A legislative package to open up the EU audit services market beyond the dominant "Big Four" and to remedy weaknesses revealed by the financial crisis has been approved by the European Parliament and adopted by the Council of the European Union. The package will enter into force when published in the Official Journal (expected in Q2 of 2014).
The legislative package consists of:
a regulation which will impose requirements on the statutory audit of public interest companies ("PIEs"), namely, listed companies, credit institutions and insurance companies. The regulation is likely to become effective in Q2 of 2017.
a directive which amends the Statutory Audit Directive 2006/43/EC. This will require EU member states to legislate to ban any contractual provision restricting the choice of auditor to "certain categories or lists of statutory auditors or audit firms as regards the appointment of a particular statutory auditor or audit firm to carry out the statutory audit of that firm." Member states will have two years from publication in the Official Journal (that is, by Q2 of 2016) to act, although member states may choose to implement the ban earlier.
The aim is to:
improve audit quality. Auditors will have to publish audit reports according to international auditing standards. Auditors of PIEs will have to provide shareholders and investors with details of what they have done and an overall assurance of the accuracy of the companies’ accounts. The audit committee of PIEs will have an advanced role in the selection of audit firms.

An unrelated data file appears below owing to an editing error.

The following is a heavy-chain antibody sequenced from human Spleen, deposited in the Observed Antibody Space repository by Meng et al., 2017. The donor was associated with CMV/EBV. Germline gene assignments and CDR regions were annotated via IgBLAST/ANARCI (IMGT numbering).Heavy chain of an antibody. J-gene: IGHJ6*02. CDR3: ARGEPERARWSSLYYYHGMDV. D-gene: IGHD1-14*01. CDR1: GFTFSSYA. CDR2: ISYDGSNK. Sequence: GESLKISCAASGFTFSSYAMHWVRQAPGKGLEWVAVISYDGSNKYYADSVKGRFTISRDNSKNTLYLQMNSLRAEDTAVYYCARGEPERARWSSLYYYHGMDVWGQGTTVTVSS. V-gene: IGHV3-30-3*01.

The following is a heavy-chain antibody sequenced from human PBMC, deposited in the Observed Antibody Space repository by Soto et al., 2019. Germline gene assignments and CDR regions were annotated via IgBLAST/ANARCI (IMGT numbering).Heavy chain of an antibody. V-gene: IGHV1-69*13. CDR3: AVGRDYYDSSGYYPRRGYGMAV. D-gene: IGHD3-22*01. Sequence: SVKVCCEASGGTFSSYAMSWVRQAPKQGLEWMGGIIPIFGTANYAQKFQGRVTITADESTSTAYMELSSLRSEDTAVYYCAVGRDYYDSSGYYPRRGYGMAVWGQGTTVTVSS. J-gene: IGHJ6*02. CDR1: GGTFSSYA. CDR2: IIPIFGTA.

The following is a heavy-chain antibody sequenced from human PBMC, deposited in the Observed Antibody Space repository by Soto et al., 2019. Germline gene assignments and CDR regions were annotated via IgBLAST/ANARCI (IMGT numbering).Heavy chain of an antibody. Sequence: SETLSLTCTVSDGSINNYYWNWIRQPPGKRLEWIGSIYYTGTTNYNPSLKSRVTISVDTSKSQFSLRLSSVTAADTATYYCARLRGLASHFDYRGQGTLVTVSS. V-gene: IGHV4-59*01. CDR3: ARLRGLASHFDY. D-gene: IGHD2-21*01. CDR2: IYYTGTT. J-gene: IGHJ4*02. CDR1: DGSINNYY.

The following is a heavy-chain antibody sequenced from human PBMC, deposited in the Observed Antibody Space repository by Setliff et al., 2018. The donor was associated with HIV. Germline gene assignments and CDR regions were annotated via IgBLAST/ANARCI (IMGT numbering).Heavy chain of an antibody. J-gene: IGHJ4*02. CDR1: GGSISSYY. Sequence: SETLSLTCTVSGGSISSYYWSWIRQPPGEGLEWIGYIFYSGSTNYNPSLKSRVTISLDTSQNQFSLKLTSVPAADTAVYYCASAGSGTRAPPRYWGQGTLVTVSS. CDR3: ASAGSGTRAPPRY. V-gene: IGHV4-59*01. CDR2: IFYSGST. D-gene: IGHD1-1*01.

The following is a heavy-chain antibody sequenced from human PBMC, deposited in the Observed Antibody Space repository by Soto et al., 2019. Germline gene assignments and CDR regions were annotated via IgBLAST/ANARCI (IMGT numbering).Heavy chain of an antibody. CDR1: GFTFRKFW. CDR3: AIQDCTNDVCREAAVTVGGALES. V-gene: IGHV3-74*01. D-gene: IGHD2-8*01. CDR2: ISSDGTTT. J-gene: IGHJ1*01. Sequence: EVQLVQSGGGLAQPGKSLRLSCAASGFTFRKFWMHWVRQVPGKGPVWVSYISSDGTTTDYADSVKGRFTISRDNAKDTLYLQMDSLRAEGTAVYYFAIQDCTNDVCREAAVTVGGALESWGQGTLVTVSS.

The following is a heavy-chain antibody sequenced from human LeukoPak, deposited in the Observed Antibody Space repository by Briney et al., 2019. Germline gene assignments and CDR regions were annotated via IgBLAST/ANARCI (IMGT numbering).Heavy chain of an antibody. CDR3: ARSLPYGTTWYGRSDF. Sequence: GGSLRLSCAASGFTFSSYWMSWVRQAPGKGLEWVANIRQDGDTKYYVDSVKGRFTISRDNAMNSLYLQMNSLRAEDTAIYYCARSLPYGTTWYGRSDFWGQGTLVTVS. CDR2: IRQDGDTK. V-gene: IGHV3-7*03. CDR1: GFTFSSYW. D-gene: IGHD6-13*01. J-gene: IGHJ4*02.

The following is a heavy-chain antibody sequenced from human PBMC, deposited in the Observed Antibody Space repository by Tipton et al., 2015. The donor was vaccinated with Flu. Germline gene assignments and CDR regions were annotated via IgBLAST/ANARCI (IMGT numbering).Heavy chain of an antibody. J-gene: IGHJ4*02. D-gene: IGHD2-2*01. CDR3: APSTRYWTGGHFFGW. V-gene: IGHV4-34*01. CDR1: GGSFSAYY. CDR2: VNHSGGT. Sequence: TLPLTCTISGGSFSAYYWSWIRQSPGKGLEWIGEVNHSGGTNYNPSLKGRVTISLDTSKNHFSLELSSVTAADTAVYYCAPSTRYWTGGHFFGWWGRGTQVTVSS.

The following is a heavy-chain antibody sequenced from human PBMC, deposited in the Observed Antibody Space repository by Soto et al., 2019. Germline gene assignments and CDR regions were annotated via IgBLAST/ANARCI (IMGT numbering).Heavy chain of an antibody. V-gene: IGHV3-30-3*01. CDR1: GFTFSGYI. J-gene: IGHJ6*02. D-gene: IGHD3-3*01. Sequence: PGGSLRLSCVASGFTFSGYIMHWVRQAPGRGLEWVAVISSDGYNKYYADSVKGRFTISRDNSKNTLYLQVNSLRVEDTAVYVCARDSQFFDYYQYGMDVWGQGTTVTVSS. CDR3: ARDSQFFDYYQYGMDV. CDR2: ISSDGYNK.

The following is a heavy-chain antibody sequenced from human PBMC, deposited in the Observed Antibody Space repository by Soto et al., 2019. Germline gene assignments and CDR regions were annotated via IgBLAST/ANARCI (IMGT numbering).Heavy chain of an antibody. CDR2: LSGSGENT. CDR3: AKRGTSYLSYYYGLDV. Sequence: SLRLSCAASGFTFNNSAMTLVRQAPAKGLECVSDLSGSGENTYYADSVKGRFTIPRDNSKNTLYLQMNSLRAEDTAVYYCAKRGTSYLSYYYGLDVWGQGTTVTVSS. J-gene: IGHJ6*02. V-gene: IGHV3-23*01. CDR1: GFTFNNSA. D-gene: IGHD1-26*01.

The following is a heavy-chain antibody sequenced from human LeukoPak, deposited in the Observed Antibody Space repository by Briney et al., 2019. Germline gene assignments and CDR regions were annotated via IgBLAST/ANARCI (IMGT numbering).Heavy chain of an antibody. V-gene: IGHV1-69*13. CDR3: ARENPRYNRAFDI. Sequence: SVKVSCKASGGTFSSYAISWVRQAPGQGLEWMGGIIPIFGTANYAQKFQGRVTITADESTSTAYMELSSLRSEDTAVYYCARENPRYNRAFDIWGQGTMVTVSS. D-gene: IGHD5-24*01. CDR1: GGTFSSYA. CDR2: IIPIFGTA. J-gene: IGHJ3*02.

improve competition and transparency. In order to open up the market there will be a ban on "Big Four-only" contractual clauses. Companies must tender when selecting a new auditor. The audit firms of PIEs will have to rotate after 10 years. This period may be extended where a public tendering process is conducted or where two or more audit firms are simultaneously engaged. Under transitional arrangements companies are given varying periods of time to switch to a new auditor.
preclude conflicts of interest and threats to independence. EU audit firms will be prohibited from providing several non-auditing services, including tax advisory services, that could jeopardise independence.
The ban on "Big Four-only" clauses will apply to existing contractual terms which will be null and void. Lenders and borrowers should consider amending existing clauses. If lenders wish to include contractual terms which provide that they may require borrowers to appoint a specific auditor or that they may approve the appointment in advance, they need to ensure that they are drafted in such a way that they cannot be interpreted as operating by reference to "certain categories or lists of statutory auditors or audit firms."